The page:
Wed, 10 February 2016













El-Obeid-Neimat al-Naiem

Situated in the arid zone and physically on the central point of the Sudan is El Obeid. Don Bosco Technical School is situated on the outskirts of the town. Once inside its premises, one will be amazed at the quality of the infrastructure, ultra modern equipments and the standard of the technical education that is being imparted here. The Minister of Local Rule and Civil Service in North Kordofan, Ibrahim Adam Ibrahim, on his last visit to Don Bosco, described it as the first of its kind in Sudan, the second all over Africa after the one in Cairo, Egypt.

Mohammed Saleem Kim, the Commissioner in the North Kordofan Government pointed to the need for such kind of technical education for development in the Sudan to compete in the international labour market, adding to the necessity of human training and qualification. He considered the establishment of this institute as one of the peace fruits of the CPA which was signed in 2005.

Marco Torta,  IVECO Area Manager for Sudan, Ethiopia and Djibouti, and the representative of Italian embassy of Sudan, promised support in financing the upkeep of Don Bosco El-Obeid. He also said that the Don Bosco institute in El Obeid is one of 152 of Don Bosco institutes spread all over the world.

Fr. Labila Placido, the Director, pointed out that Don Bosco Institutes are found in 132 countries world-wide and is the biggest Technical Training organization in the world. “We hope that the technical development will not only be for the benefits of North Kordofan State, but also will spread out its benefits to the whole Sudan and Africa at large.” He said.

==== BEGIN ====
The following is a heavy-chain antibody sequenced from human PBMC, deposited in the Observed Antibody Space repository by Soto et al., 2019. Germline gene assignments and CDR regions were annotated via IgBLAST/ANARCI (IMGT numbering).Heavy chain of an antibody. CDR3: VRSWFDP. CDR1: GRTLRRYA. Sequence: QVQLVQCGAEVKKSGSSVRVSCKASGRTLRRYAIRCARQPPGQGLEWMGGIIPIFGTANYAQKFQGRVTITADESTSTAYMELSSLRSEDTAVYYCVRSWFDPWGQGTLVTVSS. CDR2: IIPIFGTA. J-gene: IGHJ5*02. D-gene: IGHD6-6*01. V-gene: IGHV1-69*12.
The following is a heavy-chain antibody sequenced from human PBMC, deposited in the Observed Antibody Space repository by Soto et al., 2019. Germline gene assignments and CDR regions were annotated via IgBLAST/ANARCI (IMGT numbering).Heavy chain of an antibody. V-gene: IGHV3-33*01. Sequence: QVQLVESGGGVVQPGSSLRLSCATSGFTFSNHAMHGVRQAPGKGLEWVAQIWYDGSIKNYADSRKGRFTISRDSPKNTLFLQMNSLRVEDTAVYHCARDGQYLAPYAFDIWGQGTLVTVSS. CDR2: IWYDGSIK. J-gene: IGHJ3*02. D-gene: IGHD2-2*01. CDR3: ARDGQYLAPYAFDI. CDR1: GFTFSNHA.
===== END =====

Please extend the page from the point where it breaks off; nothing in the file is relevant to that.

The Institute adopts two systems of study, one for three years diploma, and the other for one year intensive course where students become trained and qualified as well as those of engineering faculties at the different universities. Over 1000 youth from different faiths are trained under the care of qualified instructors. The Fruits of Preventive System of education, a tradition handed down from Don Bosco, the founder of the Society, uses Reason, Religion and Rapport as an effective tool to inculcate discipline, value based life style and uprightness into the youth.  


a reflection
Fr. Vincent Donati : 

It was something un-planned a decision taken on the spur of the needs of the “war-boys” incase of public calamities Don Bosco used to send immediately to the Civil Authorities his offer of help.

After the “Ancona” earthquake Don Bosco sent a telegram to the Government region (I accept 100 orphans). After the earthquake of North Africa he sent a message to the cardinal LAVIGERIE (send me the orphans of the earthquake)… and there are other examples like this.

Working with lay people In the case of “Darfur project” all the instructors, the assistants, the Headmaster and the administrator are lay-people (the instructors assistants and the headmaster are Muslims) you may ask if this is still a Salesian project.

The “soul” of a Salesian Work There must be (at least) one Salesian with the “passion for the youth” (to use the words of our Rector Major). A Salesian who is happy to spend his life and to stay always with the boys; a Salesian with a contagious enthusiasm, who can motivate the teaching staff, and who gives space enough to the initiatives of the others, positive, optimistic, joyful, can be the ‘animating nucleus’.

There may be a lot of things not well done, a lot still to improve, there may be a lot of difficulties, mishaps, mistakes but this does not prevent the boys-community to become gradually a Salesian family, joyful, serene, affectionate, if there is a  “father”.   The experience of the “Darfur Project”, is that every year we accept all amorphous mass of 400 rough boys victim of famine, violence, with moral wounds to be healed and with bad habits to be get rid of. We do not need to have Don Bosco working miracles.  A simple Salesian – with good-will and many inadequacies can with the help of Mary and that of the Salesian lay staff, can gradually transform them into a family of good boys (not of angels).